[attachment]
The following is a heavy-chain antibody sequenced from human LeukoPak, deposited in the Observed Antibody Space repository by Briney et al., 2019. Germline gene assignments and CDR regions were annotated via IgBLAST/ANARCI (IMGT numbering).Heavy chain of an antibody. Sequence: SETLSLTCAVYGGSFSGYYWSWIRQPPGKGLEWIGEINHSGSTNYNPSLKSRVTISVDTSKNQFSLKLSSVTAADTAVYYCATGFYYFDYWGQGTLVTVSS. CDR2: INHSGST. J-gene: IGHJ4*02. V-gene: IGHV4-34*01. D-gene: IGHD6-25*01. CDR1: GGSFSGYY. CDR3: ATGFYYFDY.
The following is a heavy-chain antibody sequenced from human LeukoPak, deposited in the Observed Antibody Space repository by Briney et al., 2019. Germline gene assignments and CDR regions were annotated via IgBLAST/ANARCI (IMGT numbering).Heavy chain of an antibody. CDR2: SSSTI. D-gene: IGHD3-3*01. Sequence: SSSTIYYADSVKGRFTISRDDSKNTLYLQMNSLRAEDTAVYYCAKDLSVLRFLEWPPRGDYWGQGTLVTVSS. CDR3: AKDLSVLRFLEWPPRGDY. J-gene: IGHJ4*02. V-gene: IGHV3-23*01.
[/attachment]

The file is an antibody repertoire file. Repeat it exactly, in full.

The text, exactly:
The following is a heavy-chain antibody sequenced from human LeukoPak, deposited in the Observed Antibody Space repository by Briney et al., 2019. Germline gene assignments and CDR regions were annotated via IgBLAST/ANARCI (IMGT numbering).Heavy chain of an antibody. Sequence: SETLSLTCAVYGGSFSGYYWSWIRQPPGKGLEWIGEINHSGSTNYNPSLKSRVTISVDTSKNQFSLKLSSVTAADTAVYYCATGFYYFDYWGQGTLVTVSS. CDR2: INHSGST. J-gene: IGHJ4*02. V-gene: IGHV4-34*01. D-gene: IGHD6-25*01. CDR1: GGSFSGYY. CDR3: ATGFYYFDY.
The following is a heavy-chain antibody sequenced from human LeukoPak, deposited in the Observed Antibody Space repository by Briney et al., 2019. Germline gene assignments and CDR regions were annotated via IgBLAST/ANARCI (IMGT numbering).Heavy chain of an antibody. CDR2: SSSTI. D-gene: IGHD3-3*01. Sequence: SSSTIYYADSVKGRFTISRDDSKNTLYLQMNSLRAEDTAVYYCAKDLSVLRFLEWPPRGDYWGQGTLVTVSS. CDR3: AKDLSVLRFLEWPPRGDY. J-gene: IGHJ4*02. V-gene: IGHV3-23*01.